Re: debmake & dpkg
> I have strong reservations about most of Christoph Lameter's
> > - Checksums stored in the .deb package and a function to verify the
> > integrity of installed files.
> My views on per-file checksums are well-known.
As far as I know, you don't like the idea. May I ask why? Maybe other
developers and users have different views? I, for one, think that the
per-file checksums are a good idea, and not too hard to implement. And
the competition (RPM) already does it...
> > - Get rid of all the single files in /var/lib/dpkg/info and use
> > a database instead to provide faster operation (RPM is much faster
Noticed that too - most developers probably have nice Pentiums with fast
SCSI disks, but it's still not the case for most users. So I think it is
important to improve the dpkg database speed.
> This is a very bad idea. dpkg's databases are carefully designed to
> avoid bad lossage in case of disk overflow, bad sectors, &c, and to be
> manually fixable when required. Typical database solutions do not
> have these important properties.
You're using the filesystem as a database, and typical filesystems don't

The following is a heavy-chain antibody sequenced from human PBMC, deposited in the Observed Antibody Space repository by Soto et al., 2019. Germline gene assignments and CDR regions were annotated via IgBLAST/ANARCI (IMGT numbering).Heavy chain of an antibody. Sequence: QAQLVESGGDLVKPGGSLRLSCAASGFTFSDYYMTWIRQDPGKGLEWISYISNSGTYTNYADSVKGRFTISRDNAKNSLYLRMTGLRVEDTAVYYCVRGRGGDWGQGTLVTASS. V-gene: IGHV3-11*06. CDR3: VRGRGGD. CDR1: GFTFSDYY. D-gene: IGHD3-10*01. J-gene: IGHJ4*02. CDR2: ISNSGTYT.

guarantee consistency after crashes, either. So you can't be completely
safe without good backups anyway. I do see your point, in fact I prefer
normal text files instead of binary databases (for the same reasons: can
be fixed using only vi, etc.), but at some point it just doesn't scale
well - in the future, there will be more and more packages...
Maybe we could somehow have the best of both worlds - for example, fast
db files generated from the current (slow but fixable) dpkg databases.
Something like that is done by "man" to speed up search for man pages.
I suspect (no hard numbers though) that most database accesses are reads
(not updates) so it might still improve overall speed (even if updates
are still slow), and the db files could always be generated again, if
anything bad ever happens to them.
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